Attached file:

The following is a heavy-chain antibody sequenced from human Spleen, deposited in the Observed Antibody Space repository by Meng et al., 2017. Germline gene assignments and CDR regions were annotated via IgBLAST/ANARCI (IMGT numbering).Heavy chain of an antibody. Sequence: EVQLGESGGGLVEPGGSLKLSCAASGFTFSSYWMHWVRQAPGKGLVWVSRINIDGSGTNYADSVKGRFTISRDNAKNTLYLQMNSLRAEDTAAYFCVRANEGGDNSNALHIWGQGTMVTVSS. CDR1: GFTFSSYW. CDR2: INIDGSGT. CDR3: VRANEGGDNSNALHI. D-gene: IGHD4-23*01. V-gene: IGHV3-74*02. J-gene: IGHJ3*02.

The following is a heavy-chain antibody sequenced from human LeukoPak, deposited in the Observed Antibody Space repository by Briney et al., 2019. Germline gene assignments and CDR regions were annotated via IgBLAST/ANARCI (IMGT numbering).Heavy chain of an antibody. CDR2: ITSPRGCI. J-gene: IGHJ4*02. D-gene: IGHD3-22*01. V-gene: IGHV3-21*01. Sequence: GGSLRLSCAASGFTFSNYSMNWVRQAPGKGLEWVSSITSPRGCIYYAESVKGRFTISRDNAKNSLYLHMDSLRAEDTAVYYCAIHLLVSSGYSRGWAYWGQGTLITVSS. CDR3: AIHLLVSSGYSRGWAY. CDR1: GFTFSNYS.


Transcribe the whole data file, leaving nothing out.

The following is a heavy-chain antibody sequenced from human Spleen, deposited in the Observed Antibody Space repository by Meng et al., 2017. Germline gene assignments and CDR regions were annotated via IgBLAST/ANARCI (IMGT numbering).Heavy chain of an antibody. Sequence: EVQLGESGGGLVEPGGSLKLSCAASGFTFSSYWMHWVRQAPGKGLVWVSRINIDGSGTNYADSVKGRFTISRDNAKNTLYLQMNSLRAEDTAAYFCVRANEGGDNSNALHIWGQGTMVTVSS. CDR1: GFTFSSYW. CDR2: INIDGSGT. CDR3: VRANEGGDNSNALHI. D-gene: IGHD4-23*01. V-gene: IGHV3-74*02. J-gene: IGHJ3*02.

The following is a heavy-chain antibody sequenced from human LeukoPak, deposited in the Observed Antibody Space repository by Briney et al., 2019. Germline gene assignments and CDR regions were annotated via IgBLAST/ANARCI (IMGT numbering).Heavy chain of an antibody. CDR2: ITSPRGCI. J-gene: IGHJ4*02. D-gene: IGHD3-22*01. V-gene: IGHV3-21*01. Sequence: GGSLRLSCAASGFTFSNYSMNWVRQAPGKGLEWVSSITSPRGCIYYAESVKGRFTISRDNAKNSLYLHMDSLRAEDTAVYYCAIHLLVSSGYSRGWAYWGQGTLITVSS. CDR3: AIHLLVSSGYSRGWAY. CDR1: GFTFSNYS.